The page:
Although I wrote that this "ditch" can not be visually confirmed, actually there was a person who discovered its existence and named this ditch “The Fossa Magna" by only “seeing". It was Dr. Edmund Naumann (1854-1927), a young German geologist who helped establish the modern study of Japanese geology in the early Meiji era. He noticed the existence of the Fossa Magna when he traveled in Nagano during one of his field trips. On the night before his arrival at Nobeyama, Mt. Yatsugatake lit by moonlight on his right side, with a gently sloping appearance. The next morning, when he opened the door of the Inn he was staying in, to go out and continue his journey, he saw the Southern Alps like a gigantic wall, and found himself standing at the edge of a wide lowland ridge beneath the wall. It was at that moment when he noticed the existence of the the geological phenomenon known as “The Fossa Magna”. His professional instinct and experiences whispered to his heart that there was something unseen that lies beneath. 

 

Dr. Naumann described it as...

" When morning came, I found myself awed at the transformed scene before me, and I felt the sensation of being in a different world. I stood at the edge, facing the wide expanse of the lowlands. Beyond that, I saw the mountains like imposing and towering 3000 meter giants. At the foot of the giants formed a sharp edge, as they met the lowlands.

 

I have no doubt that there exists a line following the edge of the mountains extending from the Northwest all the way to the Southeast. 

 

On my left, I see the branching and transverse ridges from the mountains we have traversed, and in the South-Southeast, Mt. Fuji rises as if reaching for the sky.

 

It was at that time that I became conscious of the remarkable and strange geological phenomenon before me."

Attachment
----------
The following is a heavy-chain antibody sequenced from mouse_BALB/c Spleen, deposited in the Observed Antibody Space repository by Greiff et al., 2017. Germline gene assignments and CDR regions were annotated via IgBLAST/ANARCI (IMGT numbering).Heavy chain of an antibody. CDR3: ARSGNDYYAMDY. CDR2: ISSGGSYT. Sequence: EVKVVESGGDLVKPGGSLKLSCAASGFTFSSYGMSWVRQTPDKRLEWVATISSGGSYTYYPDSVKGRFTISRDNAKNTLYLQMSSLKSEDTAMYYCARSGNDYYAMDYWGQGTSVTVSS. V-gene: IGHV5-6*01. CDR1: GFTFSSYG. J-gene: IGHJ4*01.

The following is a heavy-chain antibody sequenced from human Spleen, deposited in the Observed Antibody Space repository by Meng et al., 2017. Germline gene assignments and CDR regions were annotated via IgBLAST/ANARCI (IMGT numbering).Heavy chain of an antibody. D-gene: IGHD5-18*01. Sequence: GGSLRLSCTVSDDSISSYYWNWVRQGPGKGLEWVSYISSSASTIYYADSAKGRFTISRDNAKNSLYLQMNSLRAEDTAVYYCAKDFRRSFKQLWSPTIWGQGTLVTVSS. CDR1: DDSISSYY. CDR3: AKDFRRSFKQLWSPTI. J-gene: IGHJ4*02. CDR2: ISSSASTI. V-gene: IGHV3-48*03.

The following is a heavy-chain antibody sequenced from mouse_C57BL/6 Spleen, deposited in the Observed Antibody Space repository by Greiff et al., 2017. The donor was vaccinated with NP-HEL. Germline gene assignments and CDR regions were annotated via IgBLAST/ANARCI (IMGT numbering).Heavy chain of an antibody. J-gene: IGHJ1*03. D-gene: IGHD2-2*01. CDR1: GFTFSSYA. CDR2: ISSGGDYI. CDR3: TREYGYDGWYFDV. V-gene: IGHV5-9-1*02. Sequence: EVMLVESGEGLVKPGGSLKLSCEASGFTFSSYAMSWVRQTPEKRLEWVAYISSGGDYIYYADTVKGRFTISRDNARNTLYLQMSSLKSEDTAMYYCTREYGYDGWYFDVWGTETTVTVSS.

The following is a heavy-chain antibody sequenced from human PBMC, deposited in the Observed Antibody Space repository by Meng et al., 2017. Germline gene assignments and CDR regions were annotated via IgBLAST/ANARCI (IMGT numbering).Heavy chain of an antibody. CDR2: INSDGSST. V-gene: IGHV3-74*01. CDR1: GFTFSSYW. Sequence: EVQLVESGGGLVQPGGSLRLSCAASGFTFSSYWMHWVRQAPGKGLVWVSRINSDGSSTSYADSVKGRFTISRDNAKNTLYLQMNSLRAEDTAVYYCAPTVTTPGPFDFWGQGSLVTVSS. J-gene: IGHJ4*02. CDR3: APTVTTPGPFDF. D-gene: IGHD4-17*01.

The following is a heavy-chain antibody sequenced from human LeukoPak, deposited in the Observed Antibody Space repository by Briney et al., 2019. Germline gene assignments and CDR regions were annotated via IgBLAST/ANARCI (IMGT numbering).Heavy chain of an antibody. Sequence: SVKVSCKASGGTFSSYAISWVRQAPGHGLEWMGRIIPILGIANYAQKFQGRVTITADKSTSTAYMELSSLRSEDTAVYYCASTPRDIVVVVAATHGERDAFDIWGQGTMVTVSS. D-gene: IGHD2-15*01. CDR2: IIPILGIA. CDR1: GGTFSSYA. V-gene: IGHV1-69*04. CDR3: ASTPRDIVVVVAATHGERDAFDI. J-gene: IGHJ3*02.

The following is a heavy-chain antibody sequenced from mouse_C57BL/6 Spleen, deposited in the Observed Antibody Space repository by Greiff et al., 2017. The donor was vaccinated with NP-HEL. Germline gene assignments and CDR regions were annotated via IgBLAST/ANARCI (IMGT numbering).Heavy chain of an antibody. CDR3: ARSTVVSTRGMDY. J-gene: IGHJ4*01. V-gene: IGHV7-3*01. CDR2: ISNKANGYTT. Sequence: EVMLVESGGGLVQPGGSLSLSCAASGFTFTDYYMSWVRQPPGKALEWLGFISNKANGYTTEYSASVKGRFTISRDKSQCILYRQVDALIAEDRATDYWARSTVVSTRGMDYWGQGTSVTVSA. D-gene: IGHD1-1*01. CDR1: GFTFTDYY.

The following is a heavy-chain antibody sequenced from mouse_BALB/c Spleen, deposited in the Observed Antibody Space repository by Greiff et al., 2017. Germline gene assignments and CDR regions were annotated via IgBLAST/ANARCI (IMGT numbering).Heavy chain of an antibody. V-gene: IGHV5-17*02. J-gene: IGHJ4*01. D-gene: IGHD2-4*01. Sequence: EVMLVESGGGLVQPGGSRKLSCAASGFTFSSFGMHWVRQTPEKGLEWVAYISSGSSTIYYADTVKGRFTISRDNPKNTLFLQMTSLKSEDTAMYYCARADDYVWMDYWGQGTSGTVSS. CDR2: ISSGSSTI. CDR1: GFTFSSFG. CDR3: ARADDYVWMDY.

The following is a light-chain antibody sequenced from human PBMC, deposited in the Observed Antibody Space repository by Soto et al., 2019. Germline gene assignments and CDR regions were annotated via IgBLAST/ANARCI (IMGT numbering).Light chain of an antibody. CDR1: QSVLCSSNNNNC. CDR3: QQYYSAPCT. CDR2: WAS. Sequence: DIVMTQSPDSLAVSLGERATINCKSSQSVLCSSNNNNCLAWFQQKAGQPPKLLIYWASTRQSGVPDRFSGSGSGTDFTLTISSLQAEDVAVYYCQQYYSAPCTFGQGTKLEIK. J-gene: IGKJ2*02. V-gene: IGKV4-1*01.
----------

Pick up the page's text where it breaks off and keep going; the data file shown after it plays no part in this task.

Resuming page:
Heinrich Edmund Naumann

 

Dr. Naumann’s episode of when the idea of ​​the Fossa Magna came to him, captured my interest. At that time, my thoughts revolved around the idea of the “essence of photography”, “seeing things in its true form", and "seeing itself “ over and over. I thought about the different meaning of the sights that people were looking at, but not noticing anything as reflected in the eyes of Dr. Naumann. I wondered how and why he was able to see what other people could not see. I wondered if I too, could see something he saw. I felt it was a “door” that I should open next to explore.

 

I began visiting and shooting crop-outs related to the Fossa Magna, and at the same time was researching about it. It has been 4 years, and my little geology study has steadily changed how I look at the flat map that I knew before inside of me.

 

Firstly, the Fossa Magna was formed from the tectonic plates covering the surface of the earth. The Earth’s crust is about 30 kilometers thick and with the high temperature mantle underneath, always in motion due to its heat. The tectonic plates of the Earth’s crust slowly moves in response to the movement of the mantle.